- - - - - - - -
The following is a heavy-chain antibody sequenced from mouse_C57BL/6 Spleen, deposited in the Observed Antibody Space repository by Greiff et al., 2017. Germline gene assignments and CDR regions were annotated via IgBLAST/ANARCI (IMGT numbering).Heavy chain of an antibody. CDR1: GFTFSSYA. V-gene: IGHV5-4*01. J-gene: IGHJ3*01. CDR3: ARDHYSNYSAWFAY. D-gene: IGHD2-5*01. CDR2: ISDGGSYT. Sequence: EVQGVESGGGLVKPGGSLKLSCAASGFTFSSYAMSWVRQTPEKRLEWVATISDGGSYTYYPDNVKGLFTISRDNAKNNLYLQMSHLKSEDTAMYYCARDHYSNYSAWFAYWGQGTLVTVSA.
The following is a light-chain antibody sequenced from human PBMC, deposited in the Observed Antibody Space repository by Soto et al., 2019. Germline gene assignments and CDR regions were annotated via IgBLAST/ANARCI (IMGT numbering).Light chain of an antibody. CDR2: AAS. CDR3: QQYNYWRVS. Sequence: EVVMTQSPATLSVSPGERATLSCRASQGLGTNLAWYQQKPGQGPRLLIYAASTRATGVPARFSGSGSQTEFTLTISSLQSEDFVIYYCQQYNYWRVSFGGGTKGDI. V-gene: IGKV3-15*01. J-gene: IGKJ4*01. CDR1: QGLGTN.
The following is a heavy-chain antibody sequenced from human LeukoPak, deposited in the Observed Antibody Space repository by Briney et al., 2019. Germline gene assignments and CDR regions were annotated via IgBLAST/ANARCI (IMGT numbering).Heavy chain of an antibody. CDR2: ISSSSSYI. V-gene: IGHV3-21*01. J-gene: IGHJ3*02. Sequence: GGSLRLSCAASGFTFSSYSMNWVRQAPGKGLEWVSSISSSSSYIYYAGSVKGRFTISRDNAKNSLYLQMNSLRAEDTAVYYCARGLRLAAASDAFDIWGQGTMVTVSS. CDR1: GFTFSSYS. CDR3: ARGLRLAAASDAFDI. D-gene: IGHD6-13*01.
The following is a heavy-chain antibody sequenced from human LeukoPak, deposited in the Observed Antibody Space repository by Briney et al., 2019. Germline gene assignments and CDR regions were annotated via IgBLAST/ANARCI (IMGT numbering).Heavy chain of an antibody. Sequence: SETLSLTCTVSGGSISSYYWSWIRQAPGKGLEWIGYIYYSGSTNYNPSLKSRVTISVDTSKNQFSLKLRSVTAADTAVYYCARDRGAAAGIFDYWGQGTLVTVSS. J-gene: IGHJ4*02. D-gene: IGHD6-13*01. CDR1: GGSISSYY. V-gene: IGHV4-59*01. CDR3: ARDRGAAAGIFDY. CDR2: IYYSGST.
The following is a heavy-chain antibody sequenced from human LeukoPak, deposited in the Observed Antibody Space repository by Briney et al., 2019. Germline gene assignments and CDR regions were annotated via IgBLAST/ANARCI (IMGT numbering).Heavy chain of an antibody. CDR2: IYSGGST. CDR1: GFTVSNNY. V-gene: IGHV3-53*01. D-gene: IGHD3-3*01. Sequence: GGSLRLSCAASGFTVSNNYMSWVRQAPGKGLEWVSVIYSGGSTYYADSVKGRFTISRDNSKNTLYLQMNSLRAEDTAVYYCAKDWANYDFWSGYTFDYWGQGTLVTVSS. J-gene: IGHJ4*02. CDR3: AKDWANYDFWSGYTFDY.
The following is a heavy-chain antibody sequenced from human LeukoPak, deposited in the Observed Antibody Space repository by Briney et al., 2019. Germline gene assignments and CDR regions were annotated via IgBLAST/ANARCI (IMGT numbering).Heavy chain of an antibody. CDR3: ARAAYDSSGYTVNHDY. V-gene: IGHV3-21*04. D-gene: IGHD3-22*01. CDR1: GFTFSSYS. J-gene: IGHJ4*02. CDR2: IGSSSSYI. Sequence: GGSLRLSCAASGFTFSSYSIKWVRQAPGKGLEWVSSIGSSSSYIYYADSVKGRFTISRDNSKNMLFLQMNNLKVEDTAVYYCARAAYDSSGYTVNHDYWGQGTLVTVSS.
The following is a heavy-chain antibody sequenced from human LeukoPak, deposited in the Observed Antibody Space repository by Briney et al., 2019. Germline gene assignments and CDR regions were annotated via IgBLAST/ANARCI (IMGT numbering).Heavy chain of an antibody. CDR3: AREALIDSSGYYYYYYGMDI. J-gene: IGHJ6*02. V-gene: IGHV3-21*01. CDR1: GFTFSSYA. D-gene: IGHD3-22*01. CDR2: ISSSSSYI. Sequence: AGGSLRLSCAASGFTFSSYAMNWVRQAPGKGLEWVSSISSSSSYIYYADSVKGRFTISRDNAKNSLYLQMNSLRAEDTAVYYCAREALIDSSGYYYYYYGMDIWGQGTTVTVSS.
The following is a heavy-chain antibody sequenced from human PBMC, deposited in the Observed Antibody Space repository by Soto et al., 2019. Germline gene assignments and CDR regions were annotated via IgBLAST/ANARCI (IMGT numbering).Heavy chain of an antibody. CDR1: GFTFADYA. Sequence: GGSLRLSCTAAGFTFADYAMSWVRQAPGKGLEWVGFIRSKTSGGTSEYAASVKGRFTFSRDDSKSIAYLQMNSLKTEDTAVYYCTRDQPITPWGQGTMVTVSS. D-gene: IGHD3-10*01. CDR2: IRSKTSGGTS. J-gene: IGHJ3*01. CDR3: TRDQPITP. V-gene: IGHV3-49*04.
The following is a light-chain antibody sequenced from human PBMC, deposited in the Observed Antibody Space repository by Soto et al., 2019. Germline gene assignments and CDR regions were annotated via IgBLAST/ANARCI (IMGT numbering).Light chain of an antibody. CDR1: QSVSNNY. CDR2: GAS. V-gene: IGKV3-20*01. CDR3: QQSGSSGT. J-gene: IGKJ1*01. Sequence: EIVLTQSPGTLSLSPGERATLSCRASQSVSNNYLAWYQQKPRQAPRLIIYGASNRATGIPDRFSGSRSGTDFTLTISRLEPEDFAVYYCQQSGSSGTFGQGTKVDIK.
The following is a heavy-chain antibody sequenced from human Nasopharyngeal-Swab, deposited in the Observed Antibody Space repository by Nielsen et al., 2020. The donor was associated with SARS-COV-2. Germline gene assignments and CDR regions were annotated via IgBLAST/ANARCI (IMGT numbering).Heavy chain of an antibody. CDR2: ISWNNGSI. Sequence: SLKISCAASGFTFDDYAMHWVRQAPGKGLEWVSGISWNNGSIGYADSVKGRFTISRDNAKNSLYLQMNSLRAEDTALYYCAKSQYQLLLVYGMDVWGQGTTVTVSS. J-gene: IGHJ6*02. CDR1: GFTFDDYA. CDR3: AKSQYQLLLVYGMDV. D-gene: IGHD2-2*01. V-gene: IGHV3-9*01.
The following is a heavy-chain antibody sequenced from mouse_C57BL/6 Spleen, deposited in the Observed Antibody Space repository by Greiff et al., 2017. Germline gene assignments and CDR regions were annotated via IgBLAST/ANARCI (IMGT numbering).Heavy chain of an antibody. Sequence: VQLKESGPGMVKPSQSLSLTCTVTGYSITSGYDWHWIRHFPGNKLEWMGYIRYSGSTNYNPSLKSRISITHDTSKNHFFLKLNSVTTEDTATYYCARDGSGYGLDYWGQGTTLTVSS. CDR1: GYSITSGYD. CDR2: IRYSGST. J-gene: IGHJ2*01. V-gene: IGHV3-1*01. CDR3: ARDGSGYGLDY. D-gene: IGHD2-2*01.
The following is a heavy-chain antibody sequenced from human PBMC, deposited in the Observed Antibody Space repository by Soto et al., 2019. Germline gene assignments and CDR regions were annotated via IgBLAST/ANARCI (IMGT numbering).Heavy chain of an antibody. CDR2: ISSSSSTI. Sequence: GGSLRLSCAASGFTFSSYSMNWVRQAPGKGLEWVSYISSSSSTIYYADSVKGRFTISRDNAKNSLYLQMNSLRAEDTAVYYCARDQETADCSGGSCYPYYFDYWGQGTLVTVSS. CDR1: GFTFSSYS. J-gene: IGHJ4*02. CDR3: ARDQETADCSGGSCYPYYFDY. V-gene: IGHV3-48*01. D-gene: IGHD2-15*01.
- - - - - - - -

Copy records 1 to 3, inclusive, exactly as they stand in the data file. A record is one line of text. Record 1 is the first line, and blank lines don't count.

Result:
The following is a heavy-chain antibody sequenced from mouse_C57BL/6 Spleen, deposited in the Observed Antibody Space repository by Greiff et al., 2017. Germline gene assignments and CDR regions were annotated via IgBLAST/ANARCI (IMGT numbering).Heavy chain of an antibody. CDR1: GFTFSSYA. V-gene: IGHV5-4*01. J-gene: IGHJ3*01. CDR3: ARDHYSNYSAWFAY. D-gene: IGHD2-5*01. CDR2: ISDGGSYT. Sequence: EVQGVESGGGLVKPGGSLKLSCAASGFTFSSYAMSWVRQTPEKRLEWVATISDGGSYTYYPDNVKGLFTISRDNAKNNLYLQMSHLKSEDTAMYYCARDHYSNYSAWFAYWGQGTLVTVSA.
The following is a light-chain antibody sequenced from human PBMC, deposited in the Observed Antibody Space repository by Soto et al., 2019. Germline gene assignments and CDR regions were annotated via IgBLAST/ANARCI (IMGT numbering).Light chain of an antibody. CDR2: AAS. CDR3: QQYNYWRVS. Sequence: EVVMTQSPATLSVSPGERATLSCRASQGLGTNLAWYQQKPGQGPRLLIYAASTRATGVPARFSGSGSQTEFTLTISSLQSEDFVIYYCQQYNYWRVSFGGGTKGDI. V-gene: IGKV3-15*01. J-gene: IGKJ4*01. CDR1: QGLGTN.
The following is a heavy-chain antibody sequenced from human LeukoPak, deposited in the Observed Antibody Space repository by Briney et al., 2019. Germline gene assignments and CDR regions were annotated via IgBLAST/ANARCI (IMGT numbering).Heavy chain of an antibody. CDR2: ISSSSSYI. V-gene: IGHV3-21*01. J-gene: IGHJ3*02. Sequence: GGSLRLSCAASGFTFSSYSMNWVRQAPGKGLEWVSSISSSSSYIYYAGSVKGRFTISRDNAKNSLYLQMNSLRAEDTAVYYCARGLRLAAASDAFDIWGQGTMVTVSS. CDR1: GFTFSSYS. CDR3: ARGLRLAAASDAFDI. D-gene: IGHD6-13*01.